No, she hadn’t been drinking or taking drugs.
She was there almost the entire time and was behaving normally.
Almost all of them have confirmed that she had been charging her phone in the kitchen.
They told me they’ve known her for awhile and she’s never been known to make up stories or lie about anything at all.
The woman whose birthday it was told me that she called her the next day to make sure she got home okay, and that’s when she heard the story I was listening to sitting in that dorm room.
All the details lined up.
Her story has stayed the same every time she’s told it, including to another group of friends at another party at the beginning of the school year.
But it was what she said happened after that night that always strikes people the hardest.
It’s the epilogue that made one of her friends think of me after listening to me talk about the drop at an open mic night.
It was how we both talked about the feeling of dodging a bullet only to feel the shot over time that made someone think to connect us.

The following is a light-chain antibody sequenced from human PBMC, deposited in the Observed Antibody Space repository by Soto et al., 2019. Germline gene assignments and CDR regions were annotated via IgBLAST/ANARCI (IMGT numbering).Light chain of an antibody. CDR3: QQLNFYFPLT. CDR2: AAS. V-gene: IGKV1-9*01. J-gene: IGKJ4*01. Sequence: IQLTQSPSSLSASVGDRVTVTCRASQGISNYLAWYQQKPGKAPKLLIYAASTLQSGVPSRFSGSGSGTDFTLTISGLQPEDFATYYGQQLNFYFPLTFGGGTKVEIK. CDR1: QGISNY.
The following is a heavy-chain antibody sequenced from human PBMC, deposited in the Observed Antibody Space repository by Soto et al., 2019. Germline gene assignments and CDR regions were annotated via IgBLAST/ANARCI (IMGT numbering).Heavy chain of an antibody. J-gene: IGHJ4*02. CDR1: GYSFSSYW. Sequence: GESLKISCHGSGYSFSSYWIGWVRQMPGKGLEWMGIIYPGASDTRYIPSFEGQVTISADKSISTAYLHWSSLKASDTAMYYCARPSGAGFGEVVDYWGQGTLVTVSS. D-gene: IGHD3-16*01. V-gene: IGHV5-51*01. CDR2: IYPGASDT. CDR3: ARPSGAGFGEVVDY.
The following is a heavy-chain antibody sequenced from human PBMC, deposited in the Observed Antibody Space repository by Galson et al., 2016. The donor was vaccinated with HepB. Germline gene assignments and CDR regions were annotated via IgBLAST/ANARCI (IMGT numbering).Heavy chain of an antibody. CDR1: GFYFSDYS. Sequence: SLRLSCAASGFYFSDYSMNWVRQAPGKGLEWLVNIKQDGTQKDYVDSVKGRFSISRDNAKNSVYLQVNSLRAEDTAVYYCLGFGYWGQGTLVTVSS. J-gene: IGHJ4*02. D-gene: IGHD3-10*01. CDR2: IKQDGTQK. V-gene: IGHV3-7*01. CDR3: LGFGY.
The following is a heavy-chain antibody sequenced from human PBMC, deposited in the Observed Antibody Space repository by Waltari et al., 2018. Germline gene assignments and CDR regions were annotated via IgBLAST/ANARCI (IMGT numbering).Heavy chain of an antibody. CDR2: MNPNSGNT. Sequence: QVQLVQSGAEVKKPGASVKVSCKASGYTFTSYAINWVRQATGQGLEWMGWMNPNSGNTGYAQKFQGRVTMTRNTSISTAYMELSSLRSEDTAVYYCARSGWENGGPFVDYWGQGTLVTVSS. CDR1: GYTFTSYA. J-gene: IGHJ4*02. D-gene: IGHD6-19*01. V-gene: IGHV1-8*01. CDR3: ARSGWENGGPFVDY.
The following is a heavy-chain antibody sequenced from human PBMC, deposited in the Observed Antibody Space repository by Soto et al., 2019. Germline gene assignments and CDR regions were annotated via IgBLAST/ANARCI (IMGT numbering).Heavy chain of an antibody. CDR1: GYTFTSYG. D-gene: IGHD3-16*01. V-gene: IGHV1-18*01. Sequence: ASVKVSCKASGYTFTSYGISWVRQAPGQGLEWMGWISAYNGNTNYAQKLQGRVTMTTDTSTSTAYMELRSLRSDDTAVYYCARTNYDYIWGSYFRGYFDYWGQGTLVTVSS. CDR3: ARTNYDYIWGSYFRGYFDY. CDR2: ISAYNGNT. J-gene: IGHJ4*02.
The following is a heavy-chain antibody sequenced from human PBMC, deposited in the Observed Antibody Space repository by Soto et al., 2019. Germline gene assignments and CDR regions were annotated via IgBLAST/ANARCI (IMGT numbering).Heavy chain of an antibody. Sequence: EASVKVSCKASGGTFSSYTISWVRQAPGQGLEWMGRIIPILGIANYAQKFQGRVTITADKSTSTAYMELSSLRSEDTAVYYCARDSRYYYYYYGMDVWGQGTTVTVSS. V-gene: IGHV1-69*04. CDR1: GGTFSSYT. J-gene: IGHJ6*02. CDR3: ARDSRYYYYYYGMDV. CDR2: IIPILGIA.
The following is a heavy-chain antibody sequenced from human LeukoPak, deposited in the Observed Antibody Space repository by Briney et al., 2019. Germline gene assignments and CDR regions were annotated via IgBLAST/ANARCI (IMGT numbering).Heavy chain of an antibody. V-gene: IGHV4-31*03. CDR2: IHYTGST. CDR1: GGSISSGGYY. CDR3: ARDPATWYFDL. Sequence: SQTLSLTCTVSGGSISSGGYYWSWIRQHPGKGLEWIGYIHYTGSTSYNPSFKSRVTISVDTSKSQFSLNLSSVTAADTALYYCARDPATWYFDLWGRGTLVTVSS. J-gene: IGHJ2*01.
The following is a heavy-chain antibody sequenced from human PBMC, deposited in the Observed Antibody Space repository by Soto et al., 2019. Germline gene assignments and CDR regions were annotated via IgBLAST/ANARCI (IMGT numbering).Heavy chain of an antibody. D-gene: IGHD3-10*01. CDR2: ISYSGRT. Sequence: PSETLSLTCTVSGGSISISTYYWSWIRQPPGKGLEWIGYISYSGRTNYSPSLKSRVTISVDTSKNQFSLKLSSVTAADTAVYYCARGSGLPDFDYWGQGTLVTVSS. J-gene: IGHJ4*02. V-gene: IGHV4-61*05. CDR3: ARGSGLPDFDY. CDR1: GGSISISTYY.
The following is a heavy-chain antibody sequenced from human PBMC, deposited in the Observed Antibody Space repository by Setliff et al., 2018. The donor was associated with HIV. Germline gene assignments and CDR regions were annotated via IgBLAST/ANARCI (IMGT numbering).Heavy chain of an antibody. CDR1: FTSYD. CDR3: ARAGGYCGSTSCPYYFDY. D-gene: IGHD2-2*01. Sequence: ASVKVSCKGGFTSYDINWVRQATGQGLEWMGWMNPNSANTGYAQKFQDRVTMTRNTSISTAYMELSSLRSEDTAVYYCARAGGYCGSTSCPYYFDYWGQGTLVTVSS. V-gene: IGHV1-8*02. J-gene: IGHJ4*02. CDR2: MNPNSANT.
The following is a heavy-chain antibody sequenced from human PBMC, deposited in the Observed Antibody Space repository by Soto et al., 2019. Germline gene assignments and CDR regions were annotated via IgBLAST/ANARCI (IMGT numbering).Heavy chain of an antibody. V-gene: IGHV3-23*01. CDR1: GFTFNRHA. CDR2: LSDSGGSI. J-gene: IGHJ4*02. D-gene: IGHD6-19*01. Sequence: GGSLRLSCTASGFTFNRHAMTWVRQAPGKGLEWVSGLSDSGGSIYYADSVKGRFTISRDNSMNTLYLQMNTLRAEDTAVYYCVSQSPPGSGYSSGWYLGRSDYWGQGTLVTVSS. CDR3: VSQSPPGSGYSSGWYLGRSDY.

We’re sitting a foot away from each other, and she tells me that she tried to brush that night aside. It seemed like the logical thing to do.
She wasn’t hurt.
She hadn’t been followed.
Nothing had been taken from her room.
“I thought maybe I had a breakdown,” she said. “Like, a mental break or something. I did some research. Nothing else could explain it. Why all that happened. I even went to a doctor, because I was so worried that something had happened to me–that I’d been drugged or something–I just didn’t want to leave anything to chance. But everything checked out, and so–I thought, I just have to forget this. It was just a crazy night. People would laugh when I told them about it. It seemed funny to people.”
Then her brother got into a serious car accident on his way to visit his girlfriend in New Hampshire.
Her mother suffered a stroke.
Two days later, her best friend from childhood committed suicide.
Then two more friends from her high school died.
Her cousin developed a mysterious illness that couldn’t be diagnosed, and still isn’t to this day.
There’s more, but she asked me not to go too far into it, so I won’t.
This was all in the span of a few months.
“I know it sounds really egocentric of me,” she says. “But to have that night, and then, all this–everything–it just feels like it can’t be a coincidence. What if what I felt that night was everything that was about to happen? Because throughout all of this, I’ve been okay. I mean, I’m not okay, because, like, my mom and my brother and–But what if this is all just a continuation of whatever it was that night that I felt walking behind me?”
She’s digging her fingernails into the giraffe, and I can see how upset she is, so I tell her about my night on the roof, and the boy telling me to watch my step, and the drop.
And how after that night, nothing ever felt right again.